Consumers may not be thrilled with this approach, which might feel to them as though their freedom has been compromised. Still, it looks as if higher co-pays may steer them away from treatments researchers consider to be less useful. In a paper appearing this week in Health Affairs, Harvard University health policy professor Michael Chernew outlines a strategy by which insurance companies can save money--while improving care--if they raise co-pays for procedures or treatments that don't seem to be carrying their weight financially. Chernew argues that health benefit designers should make cost-effective treatments available for free or at a low cost, but charge more for treatments that don't get enough bang for the buck. "Traditional health insurance plans…trust patients to purchase healthcare based on the value of each specific treatment," Chernew said. "The trouble is, as experience has shown time and time again, patients are unable to spend their healthcare dollars wisely. Employers such as Pitney Bowes have already saved money by adopting this approach, says Chernew.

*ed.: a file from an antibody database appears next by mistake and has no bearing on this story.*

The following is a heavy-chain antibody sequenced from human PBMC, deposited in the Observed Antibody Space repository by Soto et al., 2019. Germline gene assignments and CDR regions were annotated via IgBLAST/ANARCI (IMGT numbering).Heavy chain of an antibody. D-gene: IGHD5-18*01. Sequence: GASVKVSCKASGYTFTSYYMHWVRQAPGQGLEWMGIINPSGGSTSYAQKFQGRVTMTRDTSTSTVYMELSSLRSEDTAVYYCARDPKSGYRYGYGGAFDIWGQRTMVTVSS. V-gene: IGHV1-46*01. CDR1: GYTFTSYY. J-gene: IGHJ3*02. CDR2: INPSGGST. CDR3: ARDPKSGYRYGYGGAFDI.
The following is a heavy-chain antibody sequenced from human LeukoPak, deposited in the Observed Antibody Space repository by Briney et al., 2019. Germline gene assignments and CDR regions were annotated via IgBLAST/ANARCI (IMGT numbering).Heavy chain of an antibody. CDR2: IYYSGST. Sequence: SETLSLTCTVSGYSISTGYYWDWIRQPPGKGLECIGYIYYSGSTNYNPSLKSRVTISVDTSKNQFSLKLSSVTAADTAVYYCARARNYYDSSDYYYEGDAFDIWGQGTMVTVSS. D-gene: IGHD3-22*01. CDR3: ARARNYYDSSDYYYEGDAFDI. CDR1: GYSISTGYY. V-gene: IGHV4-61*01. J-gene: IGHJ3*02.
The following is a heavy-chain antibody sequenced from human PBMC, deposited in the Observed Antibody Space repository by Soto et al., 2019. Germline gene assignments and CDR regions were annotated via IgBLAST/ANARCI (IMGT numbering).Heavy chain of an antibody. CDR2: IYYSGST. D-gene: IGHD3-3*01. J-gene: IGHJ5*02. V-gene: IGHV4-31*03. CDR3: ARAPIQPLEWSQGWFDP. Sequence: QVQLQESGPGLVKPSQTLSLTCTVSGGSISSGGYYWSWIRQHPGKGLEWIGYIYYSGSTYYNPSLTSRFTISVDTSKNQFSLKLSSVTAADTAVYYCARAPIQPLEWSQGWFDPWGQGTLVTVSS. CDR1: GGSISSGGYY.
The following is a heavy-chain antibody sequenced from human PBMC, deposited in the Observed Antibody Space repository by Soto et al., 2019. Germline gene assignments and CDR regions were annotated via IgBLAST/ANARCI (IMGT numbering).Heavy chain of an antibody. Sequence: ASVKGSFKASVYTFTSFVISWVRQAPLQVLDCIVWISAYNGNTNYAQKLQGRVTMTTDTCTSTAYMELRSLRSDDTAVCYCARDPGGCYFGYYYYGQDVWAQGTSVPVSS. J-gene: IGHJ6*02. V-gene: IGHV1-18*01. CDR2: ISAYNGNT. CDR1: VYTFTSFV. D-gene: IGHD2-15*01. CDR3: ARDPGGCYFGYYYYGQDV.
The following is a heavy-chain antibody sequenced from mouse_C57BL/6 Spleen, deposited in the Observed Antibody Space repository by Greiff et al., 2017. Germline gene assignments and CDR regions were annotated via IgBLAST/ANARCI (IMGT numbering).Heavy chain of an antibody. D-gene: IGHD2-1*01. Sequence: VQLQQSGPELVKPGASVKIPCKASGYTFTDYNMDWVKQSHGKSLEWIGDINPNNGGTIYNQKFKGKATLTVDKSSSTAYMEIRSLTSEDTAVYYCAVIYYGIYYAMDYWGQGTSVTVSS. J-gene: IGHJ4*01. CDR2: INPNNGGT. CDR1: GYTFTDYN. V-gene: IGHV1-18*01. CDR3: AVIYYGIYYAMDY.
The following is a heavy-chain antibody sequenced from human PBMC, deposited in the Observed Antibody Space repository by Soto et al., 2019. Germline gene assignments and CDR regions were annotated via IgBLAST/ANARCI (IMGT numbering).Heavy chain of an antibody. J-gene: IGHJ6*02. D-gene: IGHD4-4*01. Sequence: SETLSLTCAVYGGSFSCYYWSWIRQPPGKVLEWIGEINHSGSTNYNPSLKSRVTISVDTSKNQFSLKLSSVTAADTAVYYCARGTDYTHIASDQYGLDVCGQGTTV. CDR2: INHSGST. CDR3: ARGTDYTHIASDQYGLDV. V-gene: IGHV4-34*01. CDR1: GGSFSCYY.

For more information on the study:
- read this United Press International article